The Army’s 1st Security Force Assistance Brigade left for Afghanistan last week, the first deployment in a new train-advise-assist model that the service hopes to build on with larger organizational units, the Army staff’s director of force management said Friday.

With a goal to create five active-duty and one reserve SFAB, brigades could be organized under new parent commands, which would then cooperate with their counterparts in partner countries, Brig. Gen. Brian Mennes told an audience at the Washington Institute.

“We have a vision of creating two security force assistance divisions and corps that would do the bonding from the adviser teams at the corps level, let’s say, of the Afghan army,” Mennes said. “Folks that would be in tune with the intimate force management issues that would have to be created, enhanced to support future army.”

The SFAB concept is not new for the Army, in that groups of soldiers in a range of organizational structures have been training, advising and assisting local forces in countries around the world for the better part of the last century.

But the past two decades in Iraq and Afghanistan showed the service that the mission is most definitely a long-term commitment, and so is creating a dedicated brigade with an associated school and its own heraldry.

The test will be whether 1st SFAB and its counterparts will be able to succeed where others have stagnated, particularly in Afghanistan, which has struggled to organize and professionalize a national military and police force.

“The U.S. needs to stabilize fragile states cheaply — in blood, in treasure, in time,” said Mara Karlin, the associate director of strategic studies at Johns Hopkins University’s School of Advanced International Studies. “Building a military is — like all state building efforts — a political, not a technical, exercise.”

The Army may know what it wants to achieve in Afghanistan or other countries, Karlin said, but military plans are useless if they’re not integrated with the country’s civilian leadership abroad, while under continuous study and review back home.

“The Defense Department has some really good answers, particularly at the tactical and operational level, but they cannot and should not do this themselves,” she said. “That is not their comparative advantage.”

Historically, she added, the U.S. has leaned heavily on the military to train foreign troops, but then ended up in a situation where the military is the only organization in a country that is running smoothly.

“It is a fundamentally flawed approach, and yet it is the one the United States traditionally focuses on,” she said, arguing that all of the organizations involved need to be on the same page, willing to adjust course and willing to remove leadership who would undermine the effort.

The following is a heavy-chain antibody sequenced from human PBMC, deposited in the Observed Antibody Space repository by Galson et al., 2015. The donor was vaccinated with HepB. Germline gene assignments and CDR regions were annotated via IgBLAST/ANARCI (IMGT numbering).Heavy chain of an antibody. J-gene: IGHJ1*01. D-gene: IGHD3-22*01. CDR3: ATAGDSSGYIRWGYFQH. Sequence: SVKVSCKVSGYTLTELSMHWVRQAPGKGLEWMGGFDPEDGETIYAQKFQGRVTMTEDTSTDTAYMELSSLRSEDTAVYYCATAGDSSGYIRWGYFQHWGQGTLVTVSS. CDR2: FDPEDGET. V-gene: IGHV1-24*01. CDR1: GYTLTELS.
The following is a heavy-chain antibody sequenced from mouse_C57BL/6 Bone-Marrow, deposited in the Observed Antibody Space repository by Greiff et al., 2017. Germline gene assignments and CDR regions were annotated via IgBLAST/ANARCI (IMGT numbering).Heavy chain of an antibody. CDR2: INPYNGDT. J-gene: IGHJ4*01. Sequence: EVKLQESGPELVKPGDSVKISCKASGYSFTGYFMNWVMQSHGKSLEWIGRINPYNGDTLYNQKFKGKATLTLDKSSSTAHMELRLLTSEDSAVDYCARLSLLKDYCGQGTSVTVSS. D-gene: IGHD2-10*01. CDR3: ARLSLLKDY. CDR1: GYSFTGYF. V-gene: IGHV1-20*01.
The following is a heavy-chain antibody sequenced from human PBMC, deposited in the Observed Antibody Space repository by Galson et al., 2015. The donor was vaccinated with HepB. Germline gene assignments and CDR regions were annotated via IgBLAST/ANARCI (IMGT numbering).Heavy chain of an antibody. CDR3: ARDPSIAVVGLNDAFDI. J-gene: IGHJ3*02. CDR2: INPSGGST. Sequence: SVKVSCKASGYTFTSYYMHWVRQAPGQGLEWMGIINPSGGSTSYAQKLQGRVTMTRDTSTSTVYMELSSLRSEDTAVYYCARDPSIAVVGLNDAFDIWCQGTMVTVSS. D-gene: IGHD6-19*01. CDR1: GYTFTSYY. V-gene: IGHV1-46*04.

“It’s important to understand what an army is before you go and try to advise and assist it,” retired Lt. Gen. James Dubick, a senior fellow at the Institute for the Study of War and a Georgetown University security studies professor. “An army is not a bunch of guys who are good with their guns. An army is a political instrument that operates on behalf of a political community.”

For the Army’s part currently, Mennes said, there has been a focus on that unified mission, designing a strategy based on what Afghan partners want to achieve, rather than how U.S. leadership thinks they should be.

“Even where these folks are going are at the design of the Afghan security forces, where they think they need help,” he said, adding that the March deployment was not a coincidence – 1st SFAB is arriving at the beginning of the famed “fighting season” in that country.

“We shouldn’t only be working by, with and through to accomplish our mission … I always suggest it should be by, with and through to accomplish their mission,” Mennes said. “

Karlin and Dubick emphasized that going forward, it will be necessary to get a diplomatic alignment going with security force assistance efforts.

“What I do think is if you’re going to send in some military organization to do security force assistance, then you must have a corresponding issuance of instructions to the ambassador on the diplomatic responsibilities to reinforce the military activities,” Dubick said.

And, Karlin said, the key will be making sure the most capable people possible are positioned at every level, in the military, in the State Department or Defense Department.

“I do think you need sustained political involvement, and I do think that can be a heavy lift,” she said. “But doesn’t have to be.“

And you focus on what the partner needs, Dubick said, rather than trying to form a new military in the United States’ image.

“It’s not that you solve the problems for them,” he said. “You use the problems, not just to come to some near-term solution, but to build institutional, ministerial capacity at the same time.”

Meghann Myers is the Pentagon bureau chief at Military Times. She covers operations, policy, personnel, leadership and other issues affecting service members.

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